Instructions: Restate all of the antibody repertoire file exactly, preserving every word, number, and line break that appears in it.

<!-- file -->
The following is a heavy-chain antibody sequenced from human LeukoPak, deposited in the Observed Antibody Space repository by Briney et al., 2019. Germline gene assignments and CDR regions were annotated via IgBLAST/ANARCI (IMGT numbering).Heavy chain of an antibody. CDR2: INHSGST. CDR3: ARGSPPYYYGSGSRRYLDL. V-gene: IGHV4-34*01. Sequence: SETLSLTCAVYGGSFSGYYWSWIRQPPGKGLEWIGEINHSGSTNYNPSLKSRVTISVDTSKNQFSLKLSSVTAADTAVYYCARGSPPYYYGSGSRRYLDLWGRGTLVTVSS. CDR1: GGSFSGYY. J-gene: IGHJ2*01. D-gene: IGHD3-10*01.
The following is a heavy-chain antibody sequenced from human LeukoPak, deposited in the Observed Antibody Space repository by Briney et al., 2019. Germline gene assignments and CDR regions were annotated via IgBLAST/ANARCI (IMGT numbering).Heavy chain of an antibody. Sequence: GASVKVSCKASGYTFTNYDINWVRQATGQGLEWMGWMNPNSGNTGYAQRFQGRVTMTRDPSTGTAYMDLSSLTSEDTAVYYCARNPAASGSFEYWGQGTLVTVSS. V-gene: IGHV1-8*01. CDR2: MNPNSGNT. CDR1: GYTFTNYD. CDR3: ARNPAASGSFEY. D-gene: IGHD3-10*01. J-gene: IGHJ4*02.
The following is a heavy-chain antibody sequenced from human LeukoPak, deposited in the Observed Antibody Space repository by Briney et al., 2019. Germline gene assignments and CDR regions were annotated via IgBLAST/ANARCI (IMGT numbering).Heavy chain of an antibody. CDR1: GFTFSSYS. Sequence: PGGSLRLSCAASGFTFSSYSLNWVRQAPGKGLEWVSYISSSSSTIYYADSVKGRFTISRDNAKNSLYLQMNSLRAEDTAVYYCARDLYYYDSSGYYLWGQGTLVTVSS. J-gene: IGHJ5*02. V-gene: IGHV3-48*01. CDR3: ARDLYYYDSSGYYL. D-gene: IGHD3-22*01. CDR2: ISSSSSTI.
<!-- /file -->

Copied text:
The following is a heavy-chain antibody sequenced from human LeukoPak, deposited in the Observed Antibody Space repository by Briney et al., 2019. Germline gene assignments and CDR regions were annotated via IgBLAST/ANARCI (IMGT numbering).Heavy chain of an antibody. CDR2: INHSGST. CDR3: ARGSPPYYYGSGSRRYLDL. V-gene: IGHV4-34*01. Sequence: SETLSLTCAVYGGSFSGYYWSWIRQPPGKGLEWIGEINHSGSTNYNPSLKSRVTISVDTSKNQFSLKLSSVTAADTAVYYCARGSPPYYYGSGSRRYLDLWGRGTLVTVSS. CDR1: GGSFSGYY. J-gene: IGHJ2*01. D-gene: IGHD3-10*01.
The following is a heavy-chain antibody sequenced from human LeukoPak, deposited in the Observed Antibody Space repository by Briney et al., 2019. Germline gene assignments and CDR regions were annotated via IgBLAST/ANARCI (IMGT numbering).Heavy chain of an antibody. Sequence: GASVKVSCKASGYTFTNYDINWVRQATGQGLEWMGWMNPNSGNTGYAQRFQGRVTMTRDPSTGTAYMDLSSLTSEDTAVYYCARNPAASGSFEYWGQGTLVTVSS. V-gene: IGHV1-8*01. CDR2: MNPNSGNT. CDR1: GYTFTNYD. CDR3: ARNPAASGSFEY. D-gene: IGHD3-10*01. J-gene: IGHJ4*02.
The following is a heavy-chain antibody sequenced from human LeukoPak, deposited in the Observed Antibody Space repository by Briney et al., 2019. Germline gene assignments and CDR regions were annotated via IgBLAST/ANARCI (IMGT numbering).Heavy chain of an antibody. CDR1: GFTFSSYS. Sequence: PGGSLRLSCAASGFTFSSYSLNWVRQAPGKGLEWVSYISSSSSTIYYADSVKGRFTISRDNAKNSLYLQMNSLRAEDTAVYYCARDLYYYDSSGYYLWGQGTLVTVSS. J-gene: IGHJ5*02. V-gene: IGHV3-48*01. CDR3: ARDLYYYDSSGYYL. D-gene: IGHD3-22*01. CDR2: ISSSSSTI.